Secondly, the psychonomic approach, through the incorporation of social psychological concepts, gives insight into the subjective states of the individuals under study. This answers the questions usually unanswered and ignored by the traditional economic approach, such as why would a person deemed as poor not see himself as poor as well as why would someone in such state resist assistance to move out of such a state, among other fundamental questions.
In addition, merging the qualitative and quantitative approaches to the study of poverty, on the one hand, provides for a ‘sharpened methodological tool’ , by factoring in the pertinent psychological qualities of an individual “more deliberately into the behavioural equation”, thus incorporating a focus on attributes such as initiative, personal motivation, civic commitment, attitudes of enterprise, psychological dependence, as well as other factors which direct personal choice and sacrifice which form the core of the interactionist model of poverty as well as plays a pivotal role in sustainable poverty alleviation in that it is internally driven. Stemming from this is the issue of perception addressed in the psychonomic approach. On one level the issue of perception plays an important role in the identification of who should be classified as poor. The use of a quantitatively derived measure of poverty tends to ignore that some identified as poor may not perceive their state to be as such, thus resisting attempts at alleviation.
In the same vein, some deemed as poor may be quite content with their status, perceiving it as a desirable alternative to the ‘rat race’ those outside of this classification may seem to be trapped within. Some not identified can also see themselves as poor. With this established, the issue of theory formulation from the psychonomic approach is brought into focus, largely in terms of poverty assessment, yet lending itself readily to poverty alleviation. An evaluation of current theories shows an inclination towards viewing the poor as a homogeneous group on several levels. Firstly, traditional approaches tend to either ignore causal factors or attribute cause mainly choices made by the individual in what could be termed a ‘blame the individual’ approach.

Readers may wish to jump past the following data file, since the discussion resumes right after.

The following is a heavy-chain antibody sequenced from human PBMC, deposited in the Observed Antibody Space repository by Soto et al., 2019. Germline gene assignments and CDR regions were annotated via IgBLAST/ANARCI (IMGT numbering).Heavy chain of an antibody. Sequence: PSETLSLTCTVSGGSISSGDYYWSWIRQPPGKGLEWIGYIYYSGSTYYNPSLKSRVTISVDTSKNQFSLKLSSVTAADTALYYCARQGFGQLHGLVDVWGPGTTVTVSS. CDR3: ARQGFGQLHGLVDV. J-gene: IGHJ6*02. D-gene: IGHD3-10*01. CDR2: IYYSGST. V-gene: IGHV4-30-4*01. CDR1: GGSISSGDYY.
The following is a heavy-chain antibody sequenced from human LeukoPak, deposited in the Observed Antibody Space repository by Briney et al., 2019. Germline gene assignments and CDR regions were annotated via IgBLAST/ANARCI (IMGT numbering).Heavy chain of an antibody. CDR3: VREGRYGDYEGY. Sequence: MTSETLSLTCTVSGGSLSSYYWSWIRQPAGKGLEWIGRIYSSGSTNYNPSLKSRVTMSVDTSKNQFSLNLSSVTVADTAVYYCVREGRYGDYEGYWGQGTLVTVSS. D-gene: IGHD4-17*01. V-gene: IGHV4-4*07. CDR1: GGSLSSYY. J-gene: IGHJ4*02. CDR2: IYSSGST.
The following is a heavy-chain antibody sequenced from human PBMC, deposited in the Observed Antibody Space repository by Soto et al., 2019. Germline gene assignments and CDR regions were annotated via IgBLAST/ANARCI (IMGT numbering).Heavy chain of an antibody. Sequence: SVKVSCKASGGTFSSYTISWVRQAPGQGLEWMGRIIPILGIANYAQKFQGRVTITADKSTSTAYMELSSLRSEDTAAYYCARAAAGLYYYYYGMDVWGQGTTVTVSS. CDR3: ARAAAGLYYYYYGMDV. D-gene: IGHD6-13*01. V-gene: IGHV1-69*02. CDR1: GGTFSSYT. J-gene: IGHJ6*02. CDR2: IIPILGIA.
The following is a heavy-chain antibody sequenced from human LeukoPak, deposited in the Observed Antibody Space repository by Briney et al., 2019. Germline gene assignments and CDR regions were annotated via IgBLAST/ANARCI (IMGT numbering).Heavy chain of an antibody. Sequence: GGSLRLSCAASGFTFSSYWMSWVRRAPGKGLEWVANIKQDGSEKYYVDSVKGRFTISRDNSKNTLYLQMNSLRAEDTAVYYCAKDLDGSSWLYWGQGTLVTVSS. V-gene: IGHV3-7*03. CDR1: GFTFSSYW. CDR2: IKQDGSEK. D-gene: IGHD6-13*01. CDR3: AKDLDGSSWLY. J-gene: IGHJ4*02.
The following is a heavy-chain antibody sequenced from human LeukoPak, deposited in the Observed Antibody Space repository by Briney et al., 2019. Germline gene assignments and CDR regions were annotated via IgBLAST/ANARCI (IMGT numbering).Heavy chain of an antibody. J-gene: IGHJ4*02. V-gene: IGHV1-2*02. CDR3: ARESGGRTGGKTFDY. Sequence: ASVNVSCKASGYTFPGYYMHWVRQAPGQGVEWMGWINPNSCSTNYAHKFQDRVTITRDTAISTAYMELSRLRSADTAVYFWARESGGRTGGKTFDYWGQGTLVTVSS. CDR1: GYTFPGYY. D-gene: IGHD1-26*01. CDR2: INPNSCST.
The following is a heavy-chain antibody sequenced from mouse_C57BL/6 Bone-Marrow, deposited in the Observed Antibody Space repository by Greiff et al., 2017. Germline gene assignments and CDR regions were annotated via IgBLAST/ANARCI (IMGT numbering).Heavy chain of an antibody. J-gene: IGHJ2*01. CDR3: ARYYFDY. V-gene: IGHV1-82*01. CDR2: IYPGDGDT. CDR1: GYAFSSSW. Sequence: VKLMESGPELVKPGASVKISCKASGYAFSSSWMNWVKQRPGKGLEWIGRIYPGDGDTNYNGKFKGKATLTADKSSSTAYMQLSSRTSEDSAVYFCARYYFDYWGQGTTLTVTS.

Through the research methods used in the psychonomic approach, varying causal factors are identified which seem to validate Deosaran’s poignant statement, “some are born poor, some achieve poverty and some have poverty thrust upon them. ” Interviews further illustrate the relevance of this statement by revealing the individual reasons people assign to their state such as loss of employment, broken marriages, substance abuse, lack of opportunities for employment which may stem from national economic conditions or lack of employable skills. Each causal factor assists in theory formulation by answering the question of why, along with shedding light of the reasons for exhibited behaviour and consistent attitudes, as well as the further implications for target specific alleviation methods to be expanded on later in the paper.
Also in terms of theory formulation, the qualitatively based social psychological approach, in looking at predicting behaviours by considering the relationship between stimulus intensity and the probability of displaying a particular behaviour, lends itself readily to increasing the validity of theories of poverty. As pointed to by Deosaran, “… very intense physical stimuli will likely lead to quick, predictable behaviour. Less extreme situations will likely meet with variable behaviours, often mediated by certain inner psychological processes… Everyday living is not typically dominated by extreme situations and predictable outcomes, but by large grey areas of competing situations… The significance of this statement is that it serves to aptly illustrate that the ‘grey areas’ of the day to day human experience are given meaning by the social psychological methodological approach in looking at behaviour, resulting from middle or lower range stimulus intensity determined greatly by psychological processes such as cognitive dissonance, choice and the acceptance of risk. Applied more directly to addressing the issue of theory formulation by using this psychonomic approach, the pertinent question of why someone in poverty may not opt to get out of that state can be addressed on two levels, each crucial to theory formulation.